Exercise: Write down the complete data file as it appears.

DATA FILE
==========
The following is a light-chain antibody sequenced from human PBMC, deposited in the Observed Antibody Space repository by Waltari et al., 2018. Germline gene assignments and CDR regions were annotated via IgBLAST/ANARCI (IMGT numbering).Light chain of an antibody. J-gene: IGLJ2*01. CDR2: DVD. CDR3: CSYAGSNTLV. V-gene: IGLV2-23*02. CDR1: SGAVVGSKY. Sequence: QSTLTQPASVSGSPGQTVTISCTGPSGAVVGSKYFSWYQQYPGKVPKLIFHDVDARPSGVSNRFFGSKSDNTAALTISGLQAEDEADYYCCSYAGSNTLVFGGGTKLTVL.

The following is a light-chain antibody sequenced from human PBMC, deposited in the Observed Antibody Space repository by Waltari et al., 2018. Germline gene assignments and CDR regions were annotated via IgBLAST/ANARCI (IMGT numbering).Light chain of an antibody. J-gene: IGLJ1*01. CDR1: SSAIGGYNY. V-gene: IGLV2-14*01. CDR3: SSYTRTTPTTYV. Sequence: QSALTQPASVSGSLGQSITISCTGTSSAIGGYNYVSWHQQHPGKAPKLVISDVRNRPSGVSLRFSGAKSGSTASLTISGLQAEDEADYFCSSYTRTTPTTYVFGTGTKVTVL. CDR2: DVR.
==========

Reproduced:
The following is a light-chain antibody sequenced from human PBMC, deposited in the Observed Antibody Space repository by Waltari et al., 2018. Germline gene assignments and CDR regions were annotated via IgBLAST/ANARCI (IMGT numbering).Light chain of an antibody. J-gene: IGLJ2*01. CDR2: DVD. CDR3: CSYAGSNTLV. V-gene: IGLV2-23*02. CDR1: SGAVVGSKY. Sequence: QSTLTQPASVSGSPGQTVTISCTGPSGAVVGSKYFSWYQQYPGKVPKLIFHDVDARPSGVSNRFFGSKSDNTAALTISGLQAEDEADYYCCSYAGSNTLVFGGGTKLTVL.

The following is a light-chain antibody sequenced from human PBMC, deposited in the Observed Antibody Space repository by Waltari et al., 2018. Germline gene assignments and CDR regions were annotated via IgBLAST/ANARCI (IMGT numbering).Light chain of an antibody. J-gene: IGLJ1*01. CDR1: SSAIGGYNY. V-gene: IGLV2-14*01. CDR3: SSYTRTTPTTYV. Sequence: QSALTQPASVSGSLGQSITISCTGTSSAIGGYNYVSWHQQHPGKAPKLVISDVRNRPSGVSLRFSGAKSGSTASLTISGLQAEDEADYFCSSYTRTTPTTYVFGTGTKVTVL. CDR2: DVR.